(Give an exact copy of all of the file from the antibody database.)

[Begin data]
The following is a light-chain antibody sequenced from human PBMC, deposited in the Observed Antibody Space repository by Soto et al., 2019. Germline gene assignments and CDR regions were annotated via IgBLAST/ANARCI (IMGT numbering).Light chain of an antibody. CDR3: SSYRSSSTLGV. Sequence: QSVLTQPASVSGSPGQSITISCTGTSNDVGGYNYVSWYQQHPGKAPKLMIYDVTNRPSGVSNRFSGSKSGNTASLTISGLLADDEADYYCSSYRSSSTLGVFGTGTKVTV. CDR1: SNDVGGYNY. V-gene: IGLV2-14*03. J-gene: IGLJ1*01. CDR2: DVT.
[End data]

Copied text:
The following is a light-chain antibody sequenced from human PBMC, deposited in the Observed Antibody Space repository by Soto et al., 2019. Germline gene assignments and CDR regions were annotated via IgBLAST/ANARCI (IMGT numbering).Light chain of an antibody. CDR3: SSYRSSSTLGV. Sequence: QSVLTQPASVSGSPGQSITISCTGTSNDVGGYNYVSWYQQHPGKAPKLMIYDVTNRPSGVSNRFSGSKSGNTASLTISGLLADDEADYYCSSYRSSSTLGVFGTGTKVTV. CDR1: SNDVGGYNY. V-gene: IGLV2-14*03. J-gene: IGLJ1*01. CDR2: DVT.